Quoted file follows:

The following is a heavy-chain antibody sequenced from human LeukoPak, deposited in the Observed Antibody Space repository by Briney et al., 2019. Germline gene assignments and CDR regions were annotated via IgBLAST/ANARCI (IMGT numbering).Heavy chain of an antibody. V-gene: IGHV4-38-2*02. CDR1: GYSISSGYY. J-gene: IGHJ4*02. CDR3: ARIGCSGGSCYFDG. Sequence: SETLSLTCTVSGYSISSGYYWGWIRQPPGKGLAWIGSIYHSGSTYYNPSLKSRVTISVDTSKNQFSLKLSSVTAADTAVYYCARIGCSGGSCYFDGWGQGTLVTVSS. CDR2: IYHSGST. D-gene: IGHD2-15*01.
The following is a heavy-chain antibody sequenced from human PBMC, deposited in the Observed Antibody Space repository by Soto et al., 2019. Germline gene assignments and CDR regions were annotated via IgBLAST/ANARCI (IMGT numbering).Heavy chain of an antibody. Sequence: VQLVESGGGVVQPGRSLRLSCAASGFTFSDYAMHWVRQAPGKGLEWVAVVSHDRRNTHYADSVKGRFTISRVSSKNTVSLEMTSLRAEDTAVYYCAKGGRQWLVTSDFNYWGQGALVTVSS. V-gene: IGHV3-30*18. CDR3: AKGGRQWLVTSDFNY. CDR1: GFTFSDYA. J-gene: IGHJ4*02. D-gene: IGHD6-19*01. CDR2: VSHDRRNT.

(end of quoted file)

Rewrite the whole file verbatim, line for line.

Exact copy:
The following is a heavy-chain antibody sequenced from human LeukoPak, deposited in the Observed Antibody Space repository by Briney et al., 2019. Germline gene assignments and CDR regions were annotated via IgBLAST/ANARCI (IMGT numbering).Heavy chain of an antibody. V-gene: IGHV4-38-2*02. CDR1: GYSISSGYY. J-gene: IGHJ4*02. CDR3: ARIGCSGGSCYFDG. Sequence: SETLSLTCTVSGYSISSGYYWGWIRQPPGKGLAWIGSIYHSGSTYYNPSLKSRVTISVDTSKNQFSLKLSSVTAADTAVYYCARIGCSGGSCYFDGWGQGTLVTVSS. CDR2: IYHSGST. D-gene: IGHD2-15*01.
The following is a heavy-chain antibody sequenced from human PBMC, deposited in the Observed Antibody Space repository by Soto et al., 2019. Germline gene assignments and CDR regions were annotated via IgBLAST/ANARCI (IMGT numbering).Heavy chain of an antibody. Sequence: VQLVESGGGVVQPGRSLRLSCAASGFTFSDYAMHWVRQAPGKGLEWVAVVSHDRRNTHYADSVKGRFTISRVSSKNTVSLEMTSLRAEDTAVYYCAKGGRQWLVTSDFNYWGQGALVTVSS. V-gene: IGHV3-30*18. CDR3: AKGGRQWLVTSDFNY. CDR1: GFTFSDYA. J-gene: IGHJ4*02. D-gene: IGHD6-19*01. CDR2: VSHDRRNT.